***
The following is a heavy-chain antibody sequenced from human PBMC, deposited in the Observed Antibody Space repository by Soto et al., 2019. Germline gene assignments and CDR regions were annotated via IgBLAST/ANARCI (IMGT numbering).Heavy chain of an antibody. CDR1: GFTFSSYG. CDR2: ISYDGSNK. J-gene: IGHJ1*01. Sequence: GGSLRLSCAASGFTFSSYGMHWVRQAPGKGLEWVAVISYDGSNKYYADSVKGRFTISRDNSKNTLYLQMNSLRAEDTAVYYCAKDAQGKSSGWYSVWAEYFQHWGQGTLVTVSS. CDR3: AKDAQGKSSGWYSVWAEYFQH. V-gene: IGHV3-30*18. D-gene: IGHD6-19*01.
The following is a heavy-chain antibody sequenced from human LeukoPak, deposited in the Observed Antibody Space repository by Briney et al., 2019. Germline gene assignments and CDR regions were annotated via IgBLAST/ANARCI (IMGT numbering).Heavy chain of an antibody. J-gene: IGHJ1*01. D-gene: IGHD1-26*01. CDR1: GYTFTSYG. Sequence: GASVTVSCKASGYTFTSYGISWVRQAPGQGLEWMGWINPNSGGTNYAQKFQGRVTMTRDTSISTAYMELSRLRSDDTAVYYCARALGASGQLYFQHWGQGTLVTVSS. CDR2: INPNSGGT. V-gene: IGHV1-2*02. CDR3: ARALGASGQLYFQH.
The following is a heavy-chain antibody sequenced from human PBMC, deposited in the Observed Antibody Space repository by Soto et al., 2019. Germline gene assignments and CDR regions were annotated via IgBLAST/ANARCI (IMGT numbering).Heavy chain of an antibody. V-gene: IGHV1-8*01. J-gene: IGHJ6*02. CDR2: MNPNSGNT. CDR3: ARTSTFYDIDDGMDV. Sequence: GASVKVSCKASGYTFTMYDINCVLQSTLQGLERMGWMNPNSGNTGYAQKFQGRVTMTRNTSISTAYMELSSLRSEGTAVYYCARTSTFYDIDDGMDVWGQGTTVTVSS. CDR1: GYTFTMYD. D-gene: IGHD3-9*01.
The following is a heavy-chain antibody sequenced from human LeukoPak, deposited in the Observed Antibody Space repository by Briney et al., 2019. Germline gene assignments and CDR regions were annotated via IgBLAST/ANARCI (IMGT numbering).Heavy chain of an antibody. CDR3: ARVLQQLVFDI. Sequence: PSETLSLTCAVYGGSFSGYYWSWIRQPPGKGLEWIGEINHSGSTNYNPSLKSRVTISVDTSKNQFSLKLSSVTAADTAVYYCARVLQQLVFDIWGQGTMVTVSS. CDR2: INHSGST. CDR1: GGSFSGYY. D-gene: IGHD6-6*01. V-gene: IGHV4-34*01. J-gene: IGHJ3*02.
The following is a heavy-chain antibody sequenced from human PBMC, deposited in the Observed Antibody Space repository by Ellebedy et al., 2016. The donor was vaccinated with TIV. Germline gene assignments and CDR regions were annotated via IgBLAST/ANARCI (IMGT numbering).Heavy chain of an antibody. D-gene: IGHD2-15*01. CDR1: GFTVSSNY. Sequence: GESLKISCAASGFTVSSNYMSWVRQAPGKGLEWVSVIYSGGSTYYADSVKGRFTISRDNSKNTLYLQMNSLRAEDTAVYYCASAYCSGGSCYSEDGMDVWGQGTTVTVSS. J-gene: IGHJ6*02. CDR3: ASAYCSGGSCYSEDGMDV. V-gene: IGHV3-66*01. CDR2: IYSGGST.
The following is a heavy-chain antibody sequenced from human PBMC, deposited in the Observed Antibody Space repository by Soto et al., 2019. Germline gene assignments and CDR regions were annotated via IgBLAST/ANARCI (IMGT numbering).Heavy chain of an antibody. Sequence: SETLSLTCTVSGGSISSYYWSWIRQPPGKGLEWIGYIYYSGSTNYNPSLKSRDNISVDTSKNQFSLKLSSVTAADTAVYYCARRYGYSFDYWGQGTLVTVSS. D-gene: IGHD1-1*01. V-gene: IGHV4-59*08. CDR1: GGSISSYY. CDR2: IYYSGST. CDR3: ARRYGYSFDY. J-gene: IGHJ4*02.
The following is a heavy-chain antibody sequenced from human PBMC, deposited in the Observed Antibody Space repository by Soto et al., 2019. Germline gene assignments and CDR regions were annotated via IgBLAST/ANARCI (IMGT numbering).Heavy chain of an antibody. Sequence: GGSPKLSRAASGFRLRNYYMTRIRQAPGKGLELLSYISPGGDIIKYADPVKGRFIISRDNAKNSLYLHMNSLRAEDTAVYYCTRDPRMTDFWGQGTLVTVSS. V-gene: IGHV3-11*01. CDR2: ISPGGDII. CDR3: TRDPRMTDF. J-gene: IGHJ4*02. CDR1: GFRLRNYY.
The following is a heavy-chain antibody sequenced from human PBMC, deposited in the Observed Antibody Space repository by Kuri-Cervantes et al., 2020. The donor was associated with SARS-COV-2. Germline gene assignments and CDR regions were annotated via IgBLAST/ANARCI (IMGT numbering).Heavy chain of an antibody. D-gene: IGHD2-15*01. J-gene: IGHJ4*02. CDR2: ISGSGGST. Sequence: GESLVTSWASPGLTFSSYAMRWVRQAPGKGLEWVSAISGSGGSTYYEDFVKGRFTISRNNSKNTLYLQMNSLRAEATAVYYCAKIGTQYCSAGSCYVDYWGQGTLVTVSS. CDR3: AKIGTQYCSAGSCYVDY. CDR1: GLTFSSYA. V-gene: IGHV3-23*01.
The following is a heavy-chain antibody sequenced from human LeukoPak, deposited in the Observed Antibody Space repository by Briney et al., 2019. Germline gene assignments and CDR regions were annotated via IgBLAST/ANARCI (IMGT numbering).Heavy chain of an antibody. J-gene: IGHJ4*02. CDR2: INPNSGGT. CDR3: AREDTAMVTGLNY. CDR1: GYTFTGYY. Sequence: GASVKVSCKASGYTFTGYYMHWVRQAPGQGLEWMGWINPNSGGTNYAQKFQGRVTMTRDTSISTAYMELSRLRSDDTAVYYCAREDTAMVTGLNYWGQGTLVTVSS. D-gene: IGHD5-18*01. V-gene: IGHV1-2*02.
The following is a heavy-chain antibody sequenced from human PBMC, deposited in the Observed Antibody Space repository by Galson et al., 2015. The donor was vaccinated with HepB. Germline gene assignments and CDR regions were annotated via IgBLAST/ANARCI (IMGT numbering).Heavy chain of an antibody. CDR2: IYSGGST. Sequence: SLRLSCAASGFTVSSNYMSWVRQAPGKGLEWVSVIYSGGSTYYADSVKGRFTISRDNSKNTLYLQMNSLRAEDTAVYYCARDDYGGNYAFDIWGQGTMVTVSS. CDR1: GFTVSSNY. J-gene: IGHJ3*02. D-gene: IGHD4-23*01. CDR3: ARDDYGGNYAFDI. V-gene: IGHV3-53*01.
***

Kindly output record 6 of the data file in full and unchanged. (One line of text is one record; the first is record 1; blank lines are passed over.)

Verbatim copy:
The following is a heavy-chain antibody sequenced from human PBMC, deposited in the Observed Antibody Space repository by Soto et al., 2019. Germline gene assignments and CDR regions were annotated via IgBLAST/ANARCI (IMGT numbering).Heavy chain of an antibody. Sequence: SETLSLTCTVSGGSISSYYWSWIRQPPGKGLEWIGYIYYSGSTNYNPSLKSRDNISVDTSKNQFSLKLSSVTAADTAVYYCARRYGYSFDYWGQGTLVTVSS. D-gene: IGHD1-1*01. V-gene: IGHV4-59*08. CDR1: GGSISSYY. CDR2: IYYSGST. CDR3: ARRYGYSFDY. J-gene: IGHJ4*02.